Employers have to grant public holidays to their employees and cannot force them to work on those days. In cases where workers need and agree to work on public holidays, most countries require businesses to pay them at a higher 'holiday pay' rate, such as ‘time and a half’ or 1.5 times the normal wage for hourly workers, or to offer other days off in lieu of the public holiday. In certain countries, such as the UK, businesses are not required to pay employees for public holidays.

Other paid leave

These are additional days off that employees can use for a variety of personal reasons, not covered by vacation or sick leave. Different countries may stipulate different types of personal leave

In some countries, examples of leave that are considered a statutory right category include maternity and paternity leave, parental leave (after maternity leave), childcare leave, adoption leave, bereavement leave, blood donation leave, education leave, domestic violance leave, and so on. Companies can also elect to proactively add various paid leaves to employees such as volunteer leave, mental health days and study leaves.

How does PTO work?

In most countries, workers are allowed a certain number of statutory PTO days, plus whatever the company decides to offer its employees. These days are used at the workers’ discretion over the course of a year’s employment, usually a calendar year. In certain jurisdictions, PTO allotments may reset in other parts of the year such as from July to June.

Employees generally have the year to use up their PTO allowances. If they don't, they may be able to transfer a few days into the following year. However, this isn't always regulated by law and oftentimes falls to the discretion of the company.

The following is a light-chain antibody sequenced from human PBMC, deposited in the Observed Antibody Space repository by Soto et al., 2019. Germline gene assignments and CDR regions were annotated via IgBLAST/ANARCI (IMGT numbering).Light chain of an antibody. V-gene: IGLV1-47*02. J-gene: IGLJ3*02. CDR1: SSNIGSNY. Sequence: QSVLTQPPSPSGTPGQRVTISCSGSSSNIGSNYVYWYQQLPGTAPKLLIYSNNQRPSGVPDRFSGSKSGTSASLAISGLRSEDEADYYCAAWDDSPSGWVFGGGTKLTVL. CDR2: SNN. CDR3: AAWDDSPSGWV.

Alternatively, some organisations may choose to allot each employee with a specific number of days for each type of leave (in addition to PTO days that are already required by law) – such as 4 weeks of vacation, 10 days of sick leave, and so on – that workers must ‘deduct’ from each year. These allotments also reset once per year.

However, other organisations choose to implement a ‘use it or lose it’ policy – meaning that any unused PTO does not roll over and is instead ‘paid out’ in wages. In some rare cases, unused PTO under a ‘use it or lose it’ policy may be lost altogether.

Work with Boundless

As an Employer of Record, Boundless handles all local employment specifics, and part of that is paid time off. We’ll advise you on all statutory PTO rights in each country where you employ workers and can help you figure out how to harmonise the varying allotments between different countries. (For example, within our own company, we use the country with the highest number of days as a benchmark and give that allowance to everyone in the company.)

Speak with one of our experts to learn how we can help you build a global team.

The making available of information to you on this site by Boundless shall not create a legal, confidential or other relationship between you and Boundless and does not constitute the provision of legal, tax, commercial or other professional advice by Boundless. You acknowledge and agree that any information on this site has not been prepared with your specific circumstances in mind, may not be suitable for use in your business, and does not constitute advice intended for reliance. You assume all risk and liability that may result from any such reliance on the information and you should seek independent advice from a lawyer or tax professional in the relevant jurisdiction(s) before doing so.